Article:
Doctors tell us this one of the most important thing families can do to help support research and find the answers we are all seeking. 


Learn more about the PHACE Registry

PHACE Regisry
PHACE Generic Flyer (3) (1).jpg
Closed Studies
Vascular Birthmark Counseling Study Survey

A Boston University Institutional Review Board-approved online survey study about the patient/family experience when a vascular birthmark condition is first diagnosed. We want to know what went well during your experience and what could have been better, including your feelings about providers' bedside manner. You can help future parents of children with vascular birthmarks of any kind. It should only take a few minutes and is completely anonymous.

Seeking all patients ages 10 years and older for a new study on PHACE Syndrome!

Researchers at many academic medical centers in the United States, Canada, and Spain are doing a study on individuals age 10 years and older with PHACE Syndrome.

Why? We know very little about the evolution of PHACE over time.  By looking through medical records, interviewing participants, and using quality of life questionnaires, we hope to better understand the impact that PHACE Syndrome has as individuals with PHACE become teenagers and adults.  This study will help to better define their health status including whether certain medical issues develop or resolve over time.  Through it we may be able to better educate families and inform future patient care guidelines.


Seeking Photos to Help Improve Diagnostics


Seeking all parents with pictures! For this study, researchers at Indiana University, University of California, San Francisco, the Medical College of Wisconsin, and the Mayo Clinic are requesting that parents of children with hemangiomas and a diagnosis of PHACE syndrome fill out a questionnaire and send us a series of photographs of their child which demonstrates the early stages of the hemangioma. Ideally the photographs would show your child, including the area of the hemangioma, at or around birth, 1 week, 2 weeks, 3 weeks, 4 weeks, 8 weeks, and 12 weeks of age.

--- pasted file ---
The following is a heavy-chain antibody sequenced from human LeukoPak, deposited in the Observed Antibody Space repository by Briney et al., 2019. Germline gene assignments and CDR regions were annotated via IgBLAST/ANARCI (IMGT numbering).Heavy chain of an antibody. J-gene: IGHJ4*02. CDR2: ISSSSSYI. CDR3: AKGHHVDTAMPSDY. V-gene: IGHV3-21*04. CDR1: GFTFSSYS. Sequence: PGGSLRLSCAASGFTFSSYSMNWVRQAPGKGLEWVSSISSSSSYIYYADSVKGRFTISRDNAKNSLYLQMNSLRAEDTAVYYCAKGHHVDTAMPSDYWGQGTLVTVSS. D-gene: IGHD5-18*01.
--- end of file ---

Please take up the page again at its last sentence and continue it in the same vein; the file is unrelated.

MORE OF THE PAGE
We believe that these photographs contain a great deal of useful information which can tell us much more than we currently know about the early signs of hemangiomas associated with PHACE Syndrome. We will be using these photographs to analyze early clues for hemangiomas at risk for PHACE Syndrome, and to hopefully help educate clinicians that will see infants very early in life so they can more accurately diagnosis and triage these infants.

Are you an adult (18+) who has been diagnosed with PHACE Syndrome?


Investigation of the natural history of PHACE syndrome with respect to adult patients. 

Sequencing of 30 PHACE tissue samples


Through the Kids First Data Resource Center, sequencing 30 PHACE tissue samples. This will be very important in trying to understand what causes PHACE.


Gabriella Miller Kids First X01 Grant


Testing of whole genome sequencing (WGS). This is a very sophisticated test to look for small changes in the DNA that might cause PHACE and LUMBAR.

PHACES Foundation of Canada Grant


bottom of page